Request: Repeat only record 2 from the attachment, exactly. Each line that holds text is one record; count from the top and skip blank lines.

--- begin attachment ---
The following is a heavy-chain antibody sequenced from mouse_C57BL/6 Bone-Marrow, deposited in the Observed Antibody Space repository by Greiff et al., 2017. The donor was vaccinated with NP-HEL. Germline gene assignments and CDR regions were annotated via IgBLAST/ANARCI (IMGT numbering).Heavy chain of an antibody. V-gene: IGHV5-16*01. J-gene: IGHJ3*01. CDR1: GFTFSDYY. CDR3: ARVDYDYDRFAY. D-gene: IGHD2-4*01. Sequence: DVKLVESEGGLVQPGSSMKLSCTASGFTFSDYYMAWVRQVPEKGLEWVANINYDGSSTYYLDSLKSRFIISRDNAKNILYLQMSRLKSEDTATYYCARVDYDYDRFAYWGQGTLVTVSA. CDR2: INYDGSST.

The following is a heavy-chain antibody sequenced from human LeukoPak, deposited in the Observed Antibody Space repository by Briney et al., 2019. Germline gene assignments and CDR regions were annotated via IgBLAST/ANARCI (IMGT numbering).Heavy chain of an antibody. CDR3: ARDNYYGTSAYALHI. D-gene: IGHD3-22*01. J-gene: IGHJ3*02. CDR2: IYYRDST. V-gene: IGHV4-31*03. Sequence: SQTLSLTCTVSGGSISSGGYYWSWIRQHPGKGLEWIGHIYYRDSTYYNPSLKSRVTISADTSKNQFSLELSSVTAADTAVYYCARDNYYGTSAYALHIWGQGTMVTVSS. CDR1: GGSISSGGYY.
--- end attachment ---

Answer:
The following is a heavy-chain antibody sequenced from human LeukoPak, deposited in the Observed Antibody Space repository by Briney et al., 2019. Germline gene assignments and CDR regions were annotated via IgBLAST/ANARCI (IMGT numbering).Heavy chain of an antibody. CDR3: ARDNYYGTSAYALHI. D-gene: IGHD3-22*01. J-gene: IGHJ3*02. CDR2: IYYRDST. V-gene: IGHV4-31*03. Sequence: SQTLSLTCTVSGGSISSGGYYWSWIRQHPGKGLEWIGHIYYRDSTYYNPSLKSRVTISADTSKNQFSLELSSVTAADTAVYYCARDNYYGTSAYALHIWGQGTMVTVSS. CDR1: GGSISSGGYY.